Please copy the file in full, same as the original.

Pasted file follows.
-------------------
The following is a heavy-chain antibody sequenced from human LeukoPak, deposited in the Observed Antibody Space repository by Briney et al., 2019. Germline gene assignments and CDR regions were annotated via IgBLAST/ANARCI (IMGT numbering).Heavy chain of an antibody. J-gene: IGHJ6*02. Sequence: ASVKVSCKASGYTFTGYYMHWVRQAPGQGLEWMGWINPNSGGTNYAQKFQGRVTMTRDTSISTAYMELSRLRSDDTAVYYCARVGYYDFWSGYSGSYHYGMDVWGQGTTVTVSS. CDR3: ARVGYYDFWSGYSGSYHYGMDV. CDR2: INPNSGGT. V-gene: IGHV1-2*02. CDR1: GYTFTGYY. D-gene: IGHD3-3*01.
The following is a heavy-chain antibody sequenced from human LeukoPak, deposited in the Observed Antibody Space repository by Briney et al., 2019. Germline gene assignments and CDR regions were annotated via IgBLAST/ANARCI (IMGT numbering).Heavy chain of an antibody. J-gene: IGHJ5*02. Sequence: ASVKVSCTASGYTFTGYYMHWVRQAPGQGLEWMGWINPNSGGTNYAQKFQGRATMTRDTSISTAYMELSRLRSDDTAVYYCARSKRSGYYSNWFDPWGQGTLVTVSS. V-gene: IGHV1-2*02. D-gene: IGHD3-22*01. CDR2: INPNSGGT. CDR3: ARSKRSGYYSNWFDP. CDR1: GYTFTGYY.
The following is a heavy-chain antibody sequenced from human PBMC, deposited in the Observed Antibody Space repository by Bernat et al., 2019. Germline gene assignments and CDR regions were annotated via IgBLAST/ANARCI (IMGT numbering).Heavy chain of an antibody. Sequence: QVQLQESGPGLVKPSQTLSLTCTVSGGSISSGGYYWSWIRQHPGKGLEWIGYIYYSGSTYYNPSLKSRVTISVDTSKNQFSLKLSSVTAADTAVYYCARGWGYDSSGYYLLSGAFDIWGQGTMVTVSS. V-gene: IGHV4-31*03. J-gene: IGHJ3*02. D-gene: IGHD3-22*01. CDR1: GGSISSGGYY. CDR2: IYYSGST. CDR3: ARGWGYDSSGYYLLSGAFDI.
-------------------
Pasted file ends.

The following is a heavy-chain antibody sequenced from human LeukoPak, deposited in the Observed Antibody Space repository by Briney et al., 2019. Germline gene assignments and CDR regions were annotated via IgBLAST/ANARCI (IMGT numbering).Heavy chain of an antibody. J-gene: IGHJ6*02. Sequence: ASVKVSCKASGYTFTGYYMHWVRQAPGQGLEWMGWINPNSGGTNYAQKFQGRVTMTRDTSISTAYMELSRLRSDDTAVYYCARVGYYDFWSGYSGSYHYGMDVWGQGTTVTVSS. CDR3: ARVGYYDFWSGYSGSYHYGMDV. CDR2: INPNSGGT. V-gene: IGHV1-2*02. CDR1: GYTFTGYY. D-gene: IGHD3-3*01.
The following is a heavy-chain antibody sequenced from human LeukoPak, deposited in the Observed Antibody Space repository by Briney et al., 2019. Germline gene assignments and CDR regions were annotated via IgBLAST/ANARCI (IMGT numbering).Heavy chain of an antibody. J-gene: IGHJ5*02. Sequence: ASVKVSCTASGYTFTGYYMHWVRQAPGQGLEWMGWINPNSGGTNYAQKFQGRATMTRDTSISTAYMELSRLRSDDTAVYYCARSKRSGYYSNWFDPWGQGTLVTVSS. V-gene: IGHV1-2*02. D-gene: IGHD3-22*01. CDR2: INPNSGGT. CDR3: ARSKRSGYYSNWFDP. CDR1: GYTFTGYY.
The following is a heavy-chain antibody sequenced from human PBMC, deposited in the Observed Antibody Space repository by Bernat et al., 2019. Germline gene assignments and CDR regions were annotated via IgBLAST/ANARCI (IMGT numbering).Heavy chain of an antibody. Sequence: QVQLQESGPGLVKPSQTLSLTCTVSGGSISSGGYYWSWIRQHPGKGLEWIGYIYYSGSTYYNPSLKSRVTISVDTSKNQFSLKLSSVTAADTAVYYCARGWGYDSSGYYLLSGAFDIWGQGTMVTVSS. V-gene: IGHV4-31*03. J-gene: IGHJ3*02. D-gene: IGHD3-22*01. CDR1: GGSISSGGYY. CDR2: IYYSGST. CDR3: ARGWGYDSSGYYLLSGAFDI.